The island is also known for its prevalence of percussion instruments.   Tambours (hollowed tree trunks covered with stretched-out animal skin) and maracas (gourds filled with pebbles or dried beans and mounted on handles) are some of the most common percussion instruments heard in Puerto Rico and are known throughout the world.  These are some of the variety of drums that were brought to Puerto Rico by African slaves. They widely contribute to the island’s unique folk music sound and really integrate the sounds of both Spanish and African music.

A Puerto Rican Dance to Move Your Feet

The most well-known dance that Puerto Rican’s have shared with the world is the salsa.  Known as the rhythm of the islands, the name salsa literally means “the sauce that makes parties happen.” Unbeknownst to many, the salsa actually originates from the Puerto Rican community in New York. It draws inspiration from the musical roots of the Cuban and the African Caribbean experience.

Salsa has made Puerto Rican’s internationally famous in the music scene.  The music for salsa requires a wide variety of percussion instruments that include the güiros, maracas, bongos, timbales, conga drums, and claves,  and to add the jíbaro (hillbilly) touch, a clanging cow bell.  Traditionally, it also takes a bass, a horn section, a chorus and, a lead vocalist to get the combination right.

Even though the Puerto Rican music can be experienced in many places around the world, any traveler who has the opportunity to hear the unique sounds of the best music in the Caribbean in its original environment is in for a truly special experience.

Puerto Rican Great Eats

Puerto Rican cuisine may share some similarities with Cuban and Spanish cooking, but it still carries a great deal of flavor from other cultures as well.  A lot of Puerto Rican cooking blends African, Taino, and even some American flavors to get its own unique taste.  Some common ingredients typically found in Puerto Rican food are, papaya, cacao, nispero, plaitains, and yampee.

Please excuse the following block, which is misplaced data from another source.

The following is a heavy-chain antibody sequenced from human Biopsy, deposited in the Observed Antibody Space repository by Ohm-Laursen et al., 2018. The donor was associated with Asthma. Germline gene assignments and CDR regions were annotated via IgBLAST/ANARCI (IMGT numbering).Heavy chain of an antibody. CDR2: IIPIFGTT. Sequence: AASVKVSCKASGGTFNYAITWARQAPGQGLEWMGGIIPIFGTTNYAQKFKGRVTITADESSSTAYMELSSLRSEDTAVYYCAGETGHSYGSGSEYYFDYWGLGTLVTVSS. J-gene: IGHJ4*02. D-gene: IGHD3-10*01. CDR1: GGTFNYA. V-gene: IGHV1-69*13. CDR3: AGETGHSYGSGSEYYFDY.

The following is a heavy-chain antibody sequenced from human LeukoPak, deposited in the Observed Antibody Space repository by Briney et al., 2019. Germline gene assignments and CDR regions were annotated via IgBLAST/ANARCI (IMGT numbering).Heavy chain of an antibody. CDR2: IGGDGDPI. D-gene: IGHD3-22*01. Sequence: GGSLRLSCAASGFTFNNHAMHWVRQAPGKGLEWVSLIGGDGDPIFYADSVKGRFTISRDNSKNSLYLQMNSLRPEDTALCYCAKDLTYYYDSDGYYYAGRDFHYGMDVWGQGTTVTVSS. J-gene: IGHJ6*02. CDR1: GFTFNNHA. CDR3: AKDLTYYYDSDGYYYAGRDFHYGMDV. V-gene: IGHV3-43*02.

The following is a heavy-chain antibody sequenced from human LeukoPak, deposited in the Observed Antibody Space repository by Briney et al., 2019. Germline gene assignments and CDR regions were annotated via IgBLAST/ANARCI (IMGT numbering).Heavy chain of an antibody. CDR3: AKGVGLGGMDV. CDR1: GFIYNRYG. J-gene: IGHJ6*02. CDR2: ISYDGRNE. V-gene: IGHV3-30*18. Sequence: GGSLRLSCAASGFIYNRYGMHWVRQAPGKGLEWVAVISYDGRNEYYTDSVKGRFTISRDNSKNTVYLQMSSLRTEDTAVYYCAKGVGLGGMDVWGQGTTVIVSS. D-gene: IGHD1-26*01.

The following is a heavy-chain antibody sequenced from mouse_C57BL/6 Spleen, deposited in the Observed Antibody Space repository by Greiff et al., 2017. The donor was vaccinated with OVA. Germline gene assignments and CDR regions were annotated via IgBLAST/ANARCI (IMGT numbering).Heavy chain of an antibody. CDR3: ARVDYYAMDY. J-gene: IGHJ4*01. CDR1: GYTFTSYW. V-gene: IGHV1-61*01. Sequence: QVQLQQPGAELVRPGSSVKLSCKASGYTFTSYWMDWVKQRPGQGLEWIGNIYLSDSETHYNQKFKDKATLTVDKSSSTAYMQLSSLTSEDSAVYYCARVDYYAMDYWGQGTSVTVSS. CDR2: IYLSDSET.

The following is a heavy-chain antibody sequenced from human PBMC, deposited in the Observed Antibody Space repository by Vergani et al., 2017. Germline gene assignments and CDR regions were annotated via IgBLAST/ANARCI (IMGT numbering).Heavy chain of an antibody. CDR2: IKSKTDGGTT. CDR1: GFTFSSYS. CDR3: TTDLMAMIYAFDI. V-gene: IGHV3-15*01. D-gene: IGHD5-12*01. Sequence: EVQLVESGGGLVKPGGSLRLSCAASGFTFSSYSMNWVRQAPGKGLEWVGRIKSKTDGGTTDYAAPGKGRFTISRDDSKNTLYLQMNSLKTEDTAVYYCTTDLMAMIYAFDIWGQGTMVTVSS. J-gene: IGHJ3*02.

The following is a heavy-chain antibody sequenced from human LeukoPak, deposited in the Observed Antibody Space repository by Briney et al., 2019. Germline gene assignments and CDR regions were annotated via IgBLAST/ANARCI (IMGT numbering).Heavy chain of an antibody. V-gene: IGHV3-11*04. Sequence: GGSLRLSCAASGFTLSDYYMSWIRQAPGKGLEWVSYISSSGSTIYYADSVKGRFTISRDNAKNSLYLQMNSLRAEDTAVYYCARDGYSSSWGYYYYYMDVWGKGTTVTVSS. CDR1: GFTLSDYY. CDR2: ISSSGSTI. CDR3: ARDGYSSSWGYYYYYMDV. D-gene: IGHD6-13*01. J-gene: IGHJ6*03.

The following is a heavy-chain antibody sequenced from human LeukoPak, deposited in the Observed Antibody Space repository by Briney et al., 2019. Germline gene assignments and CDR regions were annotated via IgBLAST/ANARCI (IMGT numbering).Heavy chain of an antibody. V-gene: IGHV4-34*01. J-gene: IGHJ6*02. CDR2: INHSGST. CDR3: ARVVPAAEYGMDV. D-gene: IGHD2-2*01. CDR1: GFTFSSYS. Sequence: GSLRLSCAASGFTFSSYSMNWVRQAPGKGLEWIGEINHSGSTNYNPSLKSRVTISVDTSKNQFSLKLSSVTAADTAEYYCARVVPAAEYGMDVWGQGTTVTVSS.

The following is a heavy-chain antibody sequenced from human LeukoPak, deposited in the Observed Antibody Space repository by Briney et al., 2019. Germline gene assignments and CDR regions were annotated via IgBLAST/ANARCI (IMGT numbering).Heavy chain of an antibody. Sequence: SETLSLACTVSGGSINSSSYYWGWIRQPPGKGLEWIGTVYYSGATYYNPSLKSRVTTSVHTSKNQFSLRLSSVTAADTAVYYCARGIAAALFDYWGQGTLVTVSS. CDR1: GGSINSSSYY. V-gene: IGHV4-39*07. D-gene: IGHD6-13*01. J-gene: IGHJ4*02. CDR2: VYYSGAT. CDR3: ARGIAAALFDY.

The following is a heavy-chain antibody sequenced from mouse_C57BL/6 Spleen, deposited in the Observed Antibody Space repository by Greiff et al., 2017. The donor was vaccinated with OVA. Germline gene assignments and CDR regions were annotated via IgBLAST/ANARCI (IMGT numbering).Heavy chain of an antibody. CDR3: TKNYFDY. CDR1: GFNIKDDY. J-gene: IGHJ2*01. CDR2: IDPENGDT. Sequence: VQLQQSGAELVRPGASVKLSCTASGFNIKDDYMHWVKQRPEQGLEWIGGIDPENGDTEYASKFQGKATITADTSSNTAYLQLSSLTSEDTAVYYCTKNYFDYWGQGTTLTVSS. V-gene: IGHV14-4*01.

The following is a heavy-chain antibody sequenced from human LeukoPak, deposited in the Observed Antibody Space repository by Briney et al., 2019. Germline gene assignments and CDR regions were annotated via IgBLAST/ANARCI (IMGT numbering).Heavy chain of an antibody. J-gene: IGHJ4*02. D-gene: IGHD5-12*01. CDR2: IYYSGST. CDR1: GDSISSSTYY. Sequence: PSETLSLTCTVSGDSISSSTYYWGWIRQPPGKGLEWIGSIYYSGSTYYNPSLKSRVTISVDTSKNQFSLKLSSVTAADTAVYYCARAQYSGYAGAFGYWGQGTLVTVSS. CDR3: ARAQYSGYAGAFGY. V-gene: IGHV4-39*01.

Referred to by the locals as cocina criolla, or Créole cooking, this cooking style goes back to the Arawaks and Tainos who originally inhabited the Islands.  The culture relied on tropical fruit, corn, and seafood as part of their regular diet.  After Ponce de León arrived with Christopher Columbus in 1943, beef, pork, rice, wheat and olive oil were added to the island’s inventory.  In addition to importing slaves from Africa, they also brought okra and taro over and began planting sugarcane.  Ultimately all of the different flavors and ingredients passed down the line of generations and the mingling of different ethnic groups resulted in the unique blend that Puerto Rican cuisine is known for.

Popular Dishes to Try In Puerto Rico

Asopao is one of the most traditional dishes in Puerto Rico.  It can be considered as a soup, a gumbo, and a stew all at once.  Asopao can contain rice, chicken, pork, beef, seafood, and vegetables in any combination along with the wonderful seasonings and flavors that make Puerto Rican food so tasty.  It is an incredibly hearty and filling dish that is served at most restaurants in Puerto Rico.

Puerto Rico is also filled with many tasty fried snacks.  The amount of fritters that you will find will easily make your mouth water.   Some popular ones are cuchifritos, alcapurrias, frituras, and almojábanas.  The best thing about these treats is that they are very affordable and can be eaten in good quantities. So if you are a traveler on a budget, these fried snacks are for you.

Another popular dish to send your taste buds for a ride is Arroz con Gandules.  This is sometimes referred to as the Puerto Rican’s national dish.  It takes rice, pigeon peas, pork, chorizo (a Spanish sausage), red peppers, and olives and seasons them with a unique sauce made from sofrito.  The finished dish becomes like a Spanish paella and ends up tasting amazing.

Wherever you travel, you should always make it a priority to sample all of the local cuisine.  However, if you are traveling to Puerto Rico you simply cannot leave without experiencing the food that makes the culture so well known throughout the world.